Sri Lanka’s Next Steps: A LLRC Shadow Action Plan


Sri Lanka’s Next Steps: A LLRC Shadow Action Plan


The Lessons Learnt and Reconciliation Commission (LLRC) Final Report contains many positive recommendations which merit immediate attention. This document is designed to capture the essence of those key positive recommendations and to come out with a meaningful action plan which will open the door to true reconciliation, sustainable peace, institutional reform and improved governance. Regrettably, the Government of Sri Lanka (GoSL) has failed to act upon these constructive LLRC recommendations. In addition, the GoSL’s recently released action plan is rife with misleading, excessively general information; it is not an action plan that seeks to promote human rights, reconciliation or a lasting peace.

TSA’s plan has been written after consultation with a variety of stakeholders: including dozens of civil society leaders, thousands of community members in Sri Lanka’s North, East and Hill County and some members of the diaspora. It is the result of numerous interviews, seventy-one lengthy meetings, and several months of reflection, discussion and hard work. Importantly, it has embraced community participation at every stage.

Sri Lanka is a country in urgent need of reform; the country situation mandates it. However, the impetus to implement the LLRC recommendations can be linked directly to the passage of the United Nations Human Rights Council (HRC) resolution on Sri Lanka this past March. In the spirit of reconciliation and in search of a lasting peace within a united Sri Lanka, the Lessons Learnt and Reconciliation Commission People’s Action Plan (LLRC PAP) seeks to bring many of these recommendations to life.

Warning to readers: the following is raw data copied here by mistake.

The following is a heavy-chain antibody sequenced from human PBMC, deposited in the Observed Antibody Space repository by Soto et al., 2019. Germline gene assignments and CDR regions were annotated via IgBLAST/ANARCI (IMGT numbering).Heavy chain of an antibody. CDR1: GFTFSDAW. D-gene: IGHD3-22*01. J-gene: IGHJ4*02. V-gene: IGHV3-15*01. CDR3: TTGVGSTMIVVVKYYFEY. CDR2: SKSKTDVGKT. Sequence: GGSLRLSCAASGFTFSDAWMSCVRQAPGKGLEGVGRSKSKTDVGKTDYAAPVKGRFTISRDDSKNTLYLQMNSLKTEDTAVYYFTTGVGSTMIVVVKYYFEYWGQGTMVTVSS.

(Read the report by clicking here)

From a careful analysis of the LLRC’s Final Report, the commission’s recommendations are focused upon flaws related to governance, weak institutions and a consistent lack of political will. With this in mind, the components and key actions in the LLRC PAP have been structured and prioritized. What is more, the methods of implementation and the respective responsibilities of stakeholders have been denoted in detail.

The LLRC PAP takes the perspective of a broad range of stakeholders into account: the commission itself, the GoSL, community members from the country’s conflict-affected areas and the international community, including the United Nations (UN) and the UN’s Human Rights Council (HRC).

The LLRC PAP is forward-thinking, consensus-oriented, pro-devolution and adheres to international standards. Thirty-five critical LLRC recommendations (related to demilitarization, land, language rights and disappearances, among other issues) are highlighted in this document. Implementation will be two-tiered, pertaining to the North-East and also countrywide. Significantly, most of the LLRC PAP’s enactment will rely upon existing governmental agencies. The plan’s implementation is built around an appropriate regional governance structure which will be absorbed into existing governance structures.

The LLRC, another presidentially-appointed commission, has finished its work. For the betterment of the country, the positive recommendations of the LLRC can and should be implemented without further delay. Though still unlikely in the near-term, a return to violence in the coming years is not out of the question.

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